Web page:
The COVID-19 pandemic, which has hit Indonesia for almost 2 years, has impacted various sectors including MSMEs. Whereas MSMEs cover 99% of business owners in Indonesia and absorb up to 97% of the national workforce. From this number, 64.5% of MSME owners are women, but the pandemic has affected their businesses. The women-owned MSMEs under the care of YCAB Foundation, reported losses of up to 70% since the pandemic hit.
Seeing this situation, YCAB Foundation is collaborating with various parties to improve and train women-owned MSMEs so that they are able to get through this pandemic. One of them is through an Instagram Live broadcast with Lifepal.
“We have done numerous initiatives to help these women through the pandemic. We provided them with various upskill programs such as financial literacy training, business management training, digital marketing, and content creation. Not only that, we also educate them about online loans. We, YCAB Foundation, want to provide a holistic intervention to help these women-owned MSMEs so their businesses can grow, become better entrepreneurs, and support their families.” said Amanda Kalangit, Head of Project Management at YCAB Foundation.
YCAB Foundation and Lifepal went live on Instagram to talk about the importance of financial planning and how it is one of the most searched skills to survive the pandemic. In the Instagram Live, entitled “Become a Strong Business Woman Through Good Financial Planning”, on October 29th, 2021, Aulia Akbar, CFP®, AEPP®, Financial Educator and Financial Planner for Lifepal, shared his tips on how to become a better financial planner:
- Separate personal and business accounts
This way, women-owned MSMEs can easily calculate monthly profit quickly and precisely. Not only that, the purpose of this act is to minimize the financial crisis that may occur due to cash withdrawals for personal interests. Therefore, during the pandemic, segregation of accounts is more important than ever.
- Profit is not a priority
Surviving and maintaining the longevity of the MSME business is the best decision, especially at times of pandemic like this. Instead of just focusing on getting as much profit as possible, it is better for women-owned MSMEs to start focusing on maintaining a positive cash flow. Then, perhaps, when the condition is getting better, MSME owners may think further about developing or expanding the business.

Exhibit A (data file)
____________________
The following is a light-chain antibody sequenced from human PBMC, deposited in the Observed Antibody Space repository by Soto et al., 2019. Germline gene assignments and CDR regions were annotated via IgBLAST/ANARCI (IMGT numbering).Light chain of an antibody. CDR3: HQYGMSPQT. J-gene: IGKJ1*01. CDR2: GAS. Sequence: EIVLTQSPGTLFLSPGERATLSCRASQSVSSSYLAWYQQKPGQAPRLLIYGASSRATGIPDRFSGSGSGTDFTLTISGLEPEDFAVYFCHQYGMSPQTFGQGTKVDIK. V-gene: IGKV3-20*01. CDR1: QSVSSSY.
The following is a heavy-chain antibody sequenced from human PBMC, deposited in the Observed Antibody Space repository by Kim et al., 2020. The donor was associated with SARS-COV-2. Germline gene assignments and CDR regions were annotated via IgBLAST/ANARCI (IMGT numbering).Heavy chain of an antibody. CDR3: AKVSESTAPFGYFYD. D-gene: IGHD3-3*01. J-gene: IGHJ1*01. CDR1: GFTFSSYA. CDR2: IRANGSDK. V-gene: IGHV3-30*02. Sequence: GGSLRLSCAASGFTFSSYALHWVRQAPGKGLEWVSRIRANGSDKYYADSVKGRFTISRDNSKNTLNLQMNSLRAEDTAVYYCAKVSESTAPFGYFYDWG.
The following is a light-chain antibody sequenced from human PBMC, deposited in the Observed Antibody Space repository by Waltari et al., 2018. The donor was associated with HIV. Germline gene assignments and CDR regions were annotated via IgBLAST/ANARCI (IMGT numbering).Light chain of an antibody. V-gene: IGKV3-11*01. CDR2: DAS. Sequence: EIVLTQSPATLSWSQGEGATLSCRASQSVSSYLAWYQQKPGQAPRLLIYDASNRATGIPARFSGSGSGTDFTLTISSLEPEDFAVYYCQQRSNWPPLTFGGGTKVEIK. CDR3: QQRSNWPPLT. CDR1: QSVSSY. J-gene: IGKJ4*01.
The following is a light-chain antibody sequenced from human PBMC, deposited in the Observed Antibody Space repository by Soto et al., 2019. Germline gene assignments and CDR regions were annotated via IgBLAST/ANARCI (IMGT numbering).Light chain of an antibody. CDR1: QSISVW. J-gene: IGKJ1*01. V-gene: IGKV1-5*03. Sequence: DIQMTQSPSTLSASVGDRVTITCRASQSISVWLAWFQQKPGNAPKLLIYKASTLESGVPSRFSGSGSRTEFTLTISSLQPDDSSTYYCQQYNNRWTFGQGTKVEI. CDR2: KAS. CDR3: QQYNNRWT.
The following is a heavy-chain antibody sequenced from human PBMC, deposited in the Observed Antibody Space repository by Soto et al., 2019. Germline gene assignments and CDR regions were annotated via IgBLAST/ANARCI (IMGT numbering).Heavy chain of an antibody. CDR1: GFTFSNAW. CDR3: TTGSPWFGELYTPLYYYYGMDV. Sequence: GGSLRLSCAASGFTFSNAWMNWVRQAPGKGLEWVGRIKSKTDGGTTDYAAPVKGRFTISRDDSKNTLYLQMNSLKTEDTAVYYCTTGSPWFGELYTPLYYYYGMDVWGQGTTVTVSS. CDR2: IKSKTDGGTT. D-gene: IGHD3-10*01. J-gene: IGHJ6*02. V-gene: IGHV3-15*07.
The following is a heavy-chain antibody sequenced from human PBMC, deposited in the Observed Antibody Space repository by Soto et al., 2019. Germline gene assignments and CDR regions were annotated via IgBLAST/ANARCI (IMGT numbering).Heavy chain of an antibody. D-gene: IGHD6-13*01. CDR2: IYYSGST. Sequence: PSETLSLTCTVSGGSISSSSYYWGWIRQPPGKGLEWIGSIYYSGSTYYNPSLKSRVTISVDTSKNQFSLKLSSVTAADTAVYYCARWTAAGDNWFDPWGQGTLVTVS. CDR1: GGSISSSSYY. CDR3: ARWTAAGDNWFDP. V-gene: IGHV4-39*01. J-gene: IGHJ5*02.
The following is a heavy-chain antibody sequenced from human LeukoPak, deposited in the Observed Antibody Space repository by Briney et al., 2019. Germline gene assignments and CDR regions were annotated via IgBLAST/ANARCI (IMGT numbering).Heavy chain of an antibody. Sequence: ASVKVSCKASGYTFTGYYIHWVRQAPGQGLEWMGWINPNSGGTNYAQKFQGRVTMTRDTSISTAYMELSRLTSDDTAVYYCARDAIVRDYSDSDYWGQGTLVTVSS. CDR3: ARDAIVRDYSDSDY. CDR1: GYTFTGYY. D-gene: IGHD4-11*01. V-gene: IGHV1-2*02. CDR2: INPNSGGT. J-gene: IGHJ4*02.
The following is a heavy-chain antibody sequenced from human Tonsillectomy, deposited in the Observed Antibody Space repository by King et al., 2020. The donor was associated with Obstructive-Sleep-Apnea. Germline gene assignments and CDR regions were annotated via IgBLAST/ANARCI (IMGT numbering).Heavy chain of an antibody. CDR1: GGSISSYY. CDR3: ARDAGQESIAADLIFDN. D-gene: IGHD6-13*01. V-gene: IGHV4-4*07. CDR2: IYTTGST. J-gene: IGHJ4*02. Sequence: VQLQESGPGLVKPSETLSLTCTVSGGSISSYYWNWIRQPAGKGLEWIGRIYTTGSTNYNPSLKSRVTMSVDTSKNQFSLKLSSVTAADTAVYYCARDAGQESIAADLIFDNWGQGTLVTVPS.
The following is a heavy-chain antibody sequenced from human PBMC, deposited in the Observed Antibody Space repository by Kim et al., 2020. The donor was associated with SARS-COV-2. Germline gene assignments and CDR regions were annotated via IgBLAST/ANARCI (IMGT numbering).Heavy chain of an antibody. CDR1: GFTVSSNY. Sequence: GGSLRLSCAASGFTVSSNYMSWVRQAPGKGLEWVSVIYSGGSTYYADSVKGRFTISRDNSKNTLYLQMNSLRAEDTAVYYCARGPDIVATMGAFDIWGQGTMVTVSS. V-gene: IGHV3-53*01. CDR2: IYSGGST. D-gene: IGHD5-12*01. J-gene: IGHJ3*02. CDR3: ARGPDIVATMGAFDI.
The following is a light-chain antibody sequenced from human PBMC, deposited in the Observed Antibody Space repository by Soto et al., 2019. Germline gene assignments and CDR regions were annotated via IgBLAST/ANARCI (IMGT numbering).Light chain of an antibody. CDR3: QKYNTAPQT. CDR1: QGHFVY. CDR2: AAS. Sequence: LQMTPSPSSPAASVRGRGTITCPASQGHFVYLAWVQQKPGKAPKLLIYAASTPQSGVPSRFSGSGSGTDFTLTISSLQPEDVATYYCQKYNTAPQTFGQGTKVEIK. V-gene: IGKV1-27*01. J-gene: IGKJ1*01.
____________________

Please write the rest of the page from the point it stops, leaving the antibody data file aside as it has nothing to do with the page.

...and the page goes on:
- Prepare an emergency fund
With an emergency fund, the chance for cash flow to be negative will be smaller. The amount of emergency funds that need to be prepared varies, but women-owned MSMEs can prepare approximately 6-12 times expenditure per month.
- Reducing operational costs
Reducing operational costs is also the next tip that MSME owners must apply so that the business they are running can survive. For example, when many employees work from home (WFH), MSME owners can save on operational costs such as electricity, water, and so on. Not only that, other costs that are usually carried out directly are now carried out online, for example, the cost of renting an offline store to a virtual shop (online/e-commerce).
- Check assets
Try checking and detailing the number of assets currently owned. After finding out the details, MSME owners can find out how long their business can last if there is no income for the next few months. Remember, when detailing the assets owned, make sure MSME owners can examine them properly and thoroughly to prevent losing business finances.
- Able to read future risks
The last tip that is no less important is being able to read the risks and observe the situation going forward. This is important because the financial decisions that will be chosen will affect the business that is being undertaken now. Therefore, stay focused on the possibilities that could happen in the future so that the MSME business that is being carried out can survive even in the midst of a pandemic.
“The goal is that business finances are not burdened if at any time they experience risks that befall themselves and their assets because all risks have been handed over to the insurance company,” concluded Akbar.